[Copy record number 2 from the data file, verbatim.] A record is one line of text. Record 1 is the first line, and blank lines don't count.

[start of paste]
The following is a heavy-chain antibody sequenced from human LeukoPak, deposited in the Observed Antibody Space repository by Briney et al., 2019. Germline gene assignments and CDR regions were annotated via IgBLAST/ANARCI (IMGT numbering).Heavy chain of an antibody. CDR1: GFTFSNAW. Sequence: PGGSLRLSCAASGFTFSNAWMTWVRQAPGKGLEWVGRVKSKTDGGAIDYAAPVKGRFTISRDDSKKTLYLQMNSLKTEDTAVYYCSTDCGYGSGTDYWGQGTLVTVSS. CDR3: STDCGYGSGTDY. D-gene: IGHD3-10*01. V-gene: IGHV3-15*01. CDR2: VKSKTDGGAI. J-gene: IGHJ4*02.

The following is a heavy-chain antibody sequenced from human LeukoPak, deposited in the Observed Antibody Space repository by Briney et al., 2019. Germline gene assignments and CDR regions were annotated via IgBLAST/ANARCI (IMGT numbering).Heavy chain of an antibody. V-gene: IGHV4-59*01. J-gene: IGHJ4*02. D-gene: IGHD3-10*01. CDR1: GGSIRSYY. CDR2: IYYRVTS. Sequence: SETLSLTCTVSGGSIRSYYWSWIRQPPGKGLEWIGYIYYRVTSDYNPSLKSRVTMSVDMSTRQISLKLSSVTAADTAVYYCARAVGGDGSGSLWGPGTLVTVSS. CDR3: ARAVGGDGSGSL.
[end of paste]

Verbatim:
The following is a heavy-chain antibody sequenced from human LeukoPak, deposited in the Observed Antibody Space repository by Briney et al., 2019. Germline gene assignments and CDR regions were annotated via IgBLAST/ANARCI (IMGT numbering).Heavy chain of an antibody. V-gene: IGHV4-59*01. J-gene: IGHJ4*02. D-gene: IGHD3-10*01. CDR1: GGSIRSYY. CDR2: IYYRVTS. Sequence: SETLSLTCTVSGGSIRSYYWSWIRQPPGKGLEWIGYIYYRVTSDYNPSLKSRVTMSVDMSTRQISLKLSSVTAADTAVYYCARAVGGDGSGSLWGPGTLVTVSS. CDR3: ARAVGGDGSGSL.